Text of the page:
Nevada Petroleum & Geothermal Society Monthly Dinner Meeting—March 3—RSVP by March 1
Geologic Characterization of Yucca Flat, Nevada, Using the Seismic Hammer™
WHAT: Monthly Dinner Meeting
WHEN: Thursday, March 3, 2016
WHERE: Ramada Reno Hotel
1000 East 6th Street, Reno, NV 89512
DETAILS: Hosted Cocktail Reception 6:30, Skyline Bar, 14th Floor
Dinner Served at 7:00 PM
NPGS Members $20, Non-Members $23, Students $10
SPEAKER: Robert E Abbott, Geophysicist, Sandia National Laboratories, Albuquerque, NM
TOPIC: Geologic Characterization of Yucca Flat, Nevada, Using the Seismic Hammer™
ABSTRACT: I present analysis of a multi-component, multi-channel, active-source seismic dataset acquired at the Nevada National Security Site (formerly the Nevada Test Site) using a prototype 13,000-kg weight-drop source. The purpose of the test was to determine the suitability of the source, called the Seismic Hammer™, for basin-scale characterization of Yucca Flat, Nevada. The source generates seismic energy by lifting the mass 1.5 meters before dropping it on a 1.8-m diameter plate. This results in over 190,000 Joules of potential energy being released. My results show that this results in ground motions similar to those produced by 20-kg of TNT equivalent explosives.
Two intersecting linear transects, 24-km and 14-km long, were acquired in 2015 with the goal of characterizing seismic propagation characteristics and geologic structure in advance of Phase II of the Source Physics Experiments (SPE). The goal of SPE is to use a series of underground chemical explosions at Yucca Flat to understand the mechanisms of shear wave generation from underground explosions. Shear-wave energy content is one major discriminant between earthquake and explosion sources and forms the basis of algorithms designed to monitor for worldwide nuclear tests.
My analysis shows that the Seismic Hammer™ is a source with unique properties and was well suited to data acquisition at Yucca Flat. Unlike vibrator sources, the Hammer produces significant energy below 2 Hz, allowing for usable data at source-receiver offsets as far as 11 km. Another benefit, in contrast to explosives, is the ability to hit multiple times at the same source point and stack the data, increasing the signal-to-noise-ratio. P-wave velocity structure was constrained to 2.5-km depth, well below the Paleozoic basement underlying the basin. Correlation of velocity structure to the known geology (Yucca Flat has thousands of boreholes due to underground nuclear testing) is excellent. S-Wave velocity structure was also recovered using the Refraction-Microtremor (ReMi) method. The quality of the shear-wave data was inversely proportional to the proximity to old nuclear tests.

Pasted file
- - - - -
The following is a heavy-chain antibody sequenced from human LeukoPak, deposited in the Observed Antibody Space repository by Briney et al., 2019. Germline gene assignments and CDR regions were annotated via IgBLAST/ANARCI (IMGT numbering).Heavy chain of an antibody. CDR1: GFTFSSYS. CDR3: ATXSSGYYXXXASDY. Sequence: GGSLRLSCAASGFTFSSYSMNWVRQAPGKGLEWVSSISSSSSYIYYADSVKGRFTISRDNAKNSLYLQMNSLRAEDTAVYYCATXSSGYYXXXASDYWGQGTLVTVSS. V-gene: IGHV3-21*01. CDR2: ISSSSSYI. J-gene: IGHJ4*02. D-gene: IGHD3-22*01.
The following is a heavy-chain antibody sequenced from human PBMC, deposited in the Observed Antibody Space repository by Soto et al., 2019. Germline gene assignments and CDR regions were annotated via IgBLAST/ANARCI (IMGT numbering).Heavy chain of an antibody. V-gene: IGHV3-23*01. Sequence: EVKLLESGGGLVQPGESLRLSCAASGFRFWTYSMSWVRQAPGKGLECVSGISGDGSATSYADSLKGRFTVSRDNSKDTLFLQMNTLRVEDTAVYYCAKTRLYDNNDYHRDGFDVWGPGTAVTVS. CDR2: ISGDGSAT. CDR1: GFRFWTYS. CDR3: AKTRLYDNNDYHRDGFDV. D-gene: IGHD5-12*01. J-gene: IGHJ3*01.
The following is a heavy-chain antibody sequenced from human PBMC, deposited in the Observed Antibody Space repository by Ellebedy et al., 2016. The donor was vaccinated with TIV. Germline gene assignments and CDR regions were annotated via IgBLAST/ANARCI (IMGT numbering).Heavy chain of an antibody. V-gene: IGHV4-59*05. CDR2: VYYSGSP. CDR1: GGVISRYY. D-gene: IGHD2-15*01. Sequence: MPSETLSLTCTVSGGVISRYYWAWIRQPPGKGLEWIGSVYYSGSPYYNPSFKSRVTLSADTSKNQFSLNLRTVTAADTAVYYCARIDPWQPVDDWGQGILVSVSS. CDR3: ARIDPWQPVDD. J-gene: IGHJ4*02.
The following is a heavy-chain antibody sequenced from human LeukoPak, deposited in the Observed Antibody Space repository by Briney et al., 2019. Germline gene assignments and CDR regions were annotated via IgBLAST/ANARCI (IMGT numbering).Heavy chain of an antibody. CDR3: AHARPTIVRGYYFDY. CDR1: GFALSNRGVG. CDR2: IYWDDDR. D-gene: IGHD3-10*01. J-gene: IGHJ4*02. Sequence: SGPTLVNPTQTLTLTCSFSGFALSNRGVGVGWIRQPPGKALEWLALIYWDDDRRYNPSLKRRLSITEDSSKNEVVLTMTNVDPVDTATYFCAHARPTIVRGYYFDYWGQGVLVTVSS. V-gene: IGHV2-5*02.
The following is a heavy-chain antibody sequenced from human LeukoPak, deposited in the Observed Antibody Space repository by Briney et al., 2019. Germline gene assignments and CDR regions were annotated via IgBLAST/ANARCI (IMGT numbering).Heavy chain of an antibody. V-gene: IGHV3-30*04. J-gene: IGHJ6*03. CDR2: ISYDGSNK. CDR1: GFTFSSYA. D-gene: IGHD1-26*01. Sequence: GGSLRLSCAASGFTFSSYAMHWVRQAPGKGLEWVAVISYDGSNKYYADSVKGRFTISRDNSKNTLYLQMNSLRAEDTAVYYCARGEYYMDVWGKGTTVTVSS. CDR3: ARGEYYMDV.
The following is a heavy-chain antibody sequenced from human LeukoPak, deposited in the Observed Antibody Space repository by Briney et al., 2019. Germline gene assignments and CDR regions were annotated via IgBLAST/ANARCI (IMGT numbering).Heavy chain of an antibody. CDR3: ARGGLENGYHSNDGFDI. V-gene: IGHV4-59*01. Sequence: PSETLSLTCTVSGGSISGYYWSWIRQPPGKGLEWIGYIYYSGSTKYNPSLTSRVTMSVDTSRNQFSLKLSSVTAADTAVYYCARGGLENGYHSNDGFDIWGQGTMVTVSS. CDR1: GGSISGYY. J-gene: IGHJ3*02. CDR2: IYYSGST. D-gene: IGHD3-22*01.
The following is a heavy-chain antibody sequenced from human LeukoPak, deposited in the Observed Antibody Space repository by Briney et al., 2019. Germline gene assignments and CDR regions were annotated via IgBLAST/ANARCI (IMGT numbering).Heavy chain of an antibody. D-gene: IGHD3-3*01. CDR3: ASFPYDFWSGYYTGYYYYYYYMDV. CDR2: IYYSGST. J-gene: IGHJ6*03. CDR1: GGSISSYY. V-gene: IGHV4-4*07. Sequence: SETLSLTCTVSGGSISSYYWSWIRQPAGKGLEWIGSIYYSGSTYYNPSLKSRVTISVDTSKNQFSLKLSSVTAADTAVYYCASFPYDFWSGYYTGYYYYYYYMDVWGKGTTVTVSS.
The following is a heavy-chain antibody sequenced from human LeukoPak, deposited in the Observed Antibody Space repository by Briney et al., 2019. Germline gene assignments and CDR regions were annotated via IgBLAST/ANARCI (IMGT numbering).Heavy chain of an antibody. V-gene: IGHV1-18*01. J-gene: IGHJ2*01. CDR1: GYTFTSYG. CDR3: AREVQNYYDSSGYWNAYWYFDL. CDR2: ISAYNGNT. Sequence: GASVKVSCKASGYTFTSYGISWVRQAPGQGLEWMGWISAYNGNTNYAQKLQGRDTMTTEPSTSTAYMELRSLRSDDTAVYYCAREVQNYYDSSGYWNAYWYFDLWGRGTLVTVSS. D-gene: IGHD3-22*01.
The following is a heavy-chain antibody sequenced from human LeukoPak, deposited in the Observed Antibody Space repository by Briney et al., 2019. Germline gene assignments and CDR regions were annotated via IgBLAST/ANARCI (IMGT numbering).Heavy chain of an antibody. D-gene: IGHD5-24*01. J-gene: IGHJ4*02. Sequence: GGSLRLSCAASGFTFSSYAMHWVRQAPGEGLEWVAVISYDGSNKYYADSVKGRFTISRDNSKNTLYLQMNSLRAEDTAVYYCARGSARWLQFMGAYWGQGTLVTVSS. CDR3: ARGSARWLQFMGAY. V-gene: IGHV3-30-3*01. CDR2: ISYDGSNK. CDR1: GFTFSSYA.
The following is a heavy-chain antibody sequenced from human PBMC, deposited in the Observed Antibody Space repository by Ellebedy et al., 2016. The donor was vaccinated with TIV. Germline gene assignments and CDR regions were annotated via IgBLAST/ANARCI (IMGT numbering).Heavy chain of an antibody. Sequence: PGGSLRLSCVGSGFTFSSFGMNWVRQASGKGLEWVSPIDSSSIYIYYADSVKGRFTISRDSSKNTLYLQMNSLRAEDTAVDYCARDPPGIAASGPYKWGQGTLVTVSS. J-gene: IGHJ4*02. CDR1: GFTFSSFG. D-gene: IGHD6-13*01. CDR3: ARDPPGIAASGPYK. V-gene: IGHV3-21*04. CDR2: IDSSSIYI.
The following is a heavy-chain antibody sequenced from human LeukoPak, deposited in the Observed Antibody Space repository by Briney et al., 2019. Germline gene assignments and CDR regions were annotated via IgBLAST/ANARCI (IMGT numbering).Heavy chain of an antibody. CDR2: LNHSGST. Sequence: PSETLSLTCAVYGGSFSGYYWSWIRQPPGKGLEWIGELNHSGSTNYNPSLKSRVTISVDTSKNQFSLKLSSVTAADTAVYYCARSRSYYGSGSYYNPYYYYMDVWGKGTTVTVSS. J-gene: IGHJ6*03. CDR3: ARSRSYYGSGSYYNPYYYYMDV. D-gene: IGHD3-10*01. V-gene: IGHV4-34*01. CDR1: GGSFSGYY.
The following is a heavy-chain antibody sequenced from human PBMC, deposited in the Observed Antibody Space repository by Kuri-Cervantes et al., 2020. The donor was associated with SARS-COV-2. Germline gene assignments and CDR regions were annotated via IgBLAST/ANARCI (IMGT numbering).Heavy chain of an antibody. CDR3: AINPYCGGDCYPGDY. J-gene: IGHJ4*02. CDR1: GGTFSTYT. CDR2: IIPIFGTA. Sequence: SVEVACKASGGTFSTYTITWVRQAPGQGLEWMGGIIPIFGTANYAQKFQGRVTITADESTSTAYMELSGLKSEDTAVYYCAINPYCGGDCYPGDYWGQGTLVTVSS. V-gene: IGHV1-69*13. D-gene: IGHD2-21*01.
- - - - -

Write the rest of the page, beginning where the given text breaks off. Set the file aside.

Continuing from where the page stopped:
Sandia National Laboratories is a multi-program laboratory managed and operated by Sandia Corporation, a wholly owned subsidiary of Lockheed Martin Corporation, for the U.S. Department of Energy’s National Nuclear Security Administration under contract DE-AC04-94AL85000.
BIOGRAPHY: Robert Abbott is a Principal Member of the Technical Staff at Sandia National Laboratories in Albuquerque, New Mexico. He received a Bachelor of Science in Physics in 1995, and a Ph.D. in Geophysics in 2001 from the University of Nevada, Reno. His dissertation (directed by John Louie) focused, in part, on the basin structure of southern Dixie Valley, Nevada. At Sandia since 2001, Dr. Abbott has primarily worked on issues surrounding explosion source phenomenology, seismic nuclear monitoring, nuclear nonproliferation, and geophysical characterization. Much of his work has taken place at the Nevada National Security Site (NNSS, formerly the Nevada Test Site).
Cocktail Reception Hosted by: HK Exploration, LLC; Oil & Gas Exploration Services, 1101 Colorado St., Boulder City, NV 89006
Please RSVP by Tuesday March 1 for the Dinner Meeting here.
If you find that you cannot attend, please email Vicki Ehni at firstname.lastname@example.org or call at 775-720-6387.
NPGS will be charged for all no shows. Thank you for your consideration.